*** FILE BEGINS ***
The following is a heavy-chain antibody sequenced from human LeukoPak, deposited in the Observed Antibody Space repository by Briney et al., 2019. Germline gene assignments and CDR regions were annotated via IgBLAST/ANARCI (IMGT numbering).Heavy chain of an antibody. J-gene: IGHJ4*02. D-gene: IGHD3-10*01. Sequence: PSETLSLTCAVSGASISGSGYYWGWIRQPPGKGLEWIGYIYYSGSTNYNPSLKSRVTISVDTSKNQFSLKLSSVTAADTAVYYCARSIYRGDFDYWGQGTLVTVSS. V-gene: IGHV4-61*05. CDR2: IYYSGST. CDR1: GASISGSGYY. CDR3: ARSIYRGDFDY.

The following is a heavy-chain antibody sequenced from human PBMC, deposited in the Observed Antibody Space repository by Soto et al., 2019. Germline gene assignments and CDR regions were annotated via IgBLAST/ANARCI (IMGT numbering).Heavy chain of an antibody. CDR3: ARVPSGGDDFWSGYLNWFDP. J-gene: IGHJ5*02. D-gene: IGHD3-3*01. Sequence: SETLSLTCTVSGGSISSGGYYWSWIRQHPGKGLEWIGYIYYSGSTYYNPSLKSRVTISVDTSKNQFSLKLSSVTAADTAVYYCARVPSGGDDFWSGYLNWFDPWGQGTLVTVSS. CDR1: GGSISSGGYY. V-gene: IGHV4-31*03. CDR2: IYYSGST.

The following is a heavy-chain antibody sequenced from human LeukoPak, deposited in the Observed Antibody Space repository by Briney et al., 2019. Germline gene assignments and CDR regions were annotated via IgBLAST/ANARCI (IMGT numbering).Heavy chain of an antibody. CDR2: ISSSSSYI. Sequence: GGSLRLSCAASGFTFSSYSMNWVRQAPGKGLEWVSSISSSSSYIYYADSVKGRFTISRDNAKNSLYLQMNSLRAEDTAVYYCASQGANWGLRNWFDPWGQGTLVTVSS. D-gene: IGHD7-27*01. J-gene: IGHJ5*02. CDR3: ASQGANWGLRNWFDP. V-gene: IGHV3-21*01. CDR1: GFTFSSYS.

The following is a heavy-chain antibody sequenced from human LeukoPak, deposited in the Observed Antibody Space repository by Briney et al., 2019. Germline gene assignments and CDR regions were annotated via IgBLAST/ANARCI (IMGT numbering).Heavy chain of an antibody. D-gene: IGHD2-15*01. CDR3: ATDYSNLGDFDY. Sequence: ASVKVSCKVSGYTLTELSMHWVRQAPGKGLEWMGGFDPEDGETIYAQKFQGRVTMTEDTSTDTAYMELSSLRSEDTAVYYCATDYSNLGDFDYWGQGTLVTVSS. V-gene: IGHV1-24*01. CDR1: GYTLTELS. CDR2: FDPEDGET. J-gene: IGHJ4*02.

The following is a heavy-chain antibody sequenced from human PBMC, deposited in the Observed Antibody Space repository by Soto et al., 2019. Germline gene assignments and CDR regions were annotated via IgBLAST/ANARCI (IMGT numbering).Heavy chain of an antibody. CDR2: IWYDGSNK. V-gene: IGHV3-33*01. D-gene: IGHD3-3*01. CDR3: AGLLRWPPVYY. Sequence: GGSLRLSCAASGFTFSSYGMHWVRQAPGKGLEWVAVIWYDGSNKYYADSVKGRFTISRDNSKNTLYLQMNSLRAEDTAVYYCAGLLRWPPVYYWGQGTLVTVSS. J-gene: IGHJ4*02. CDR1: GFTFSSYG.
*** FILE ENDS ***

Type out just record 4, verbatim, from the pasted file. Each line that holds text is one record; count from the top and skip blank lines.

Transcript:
The following is a heavy-chain antibody sequenced from human LeukoPak, deposited in the Observed Antibody Space repository by Briney et al., 2019. Germline gene assignments and CDR regions were annotated via IgBLAST/ANARCI (IMGT numbering).Heavy chain of an antibody. D-gene: IGHD2-15*01. CDR3: ATDYSNLGDFDY. Sequence: ASVKVSCKVSGYTLTELSMHWVRQAPGKGLEWMGGFDPEDGETIYAQKFQGRVTMTEDTSTDTAYMELSSLRSEDTAVYYCATDYSNLGDFDYWGQGTLVTVSS. V-gene: IGHV1-24*01. CDR1: GYTLTELS. CDR2: FDPEDGET. J-gene: IGHJ4*02.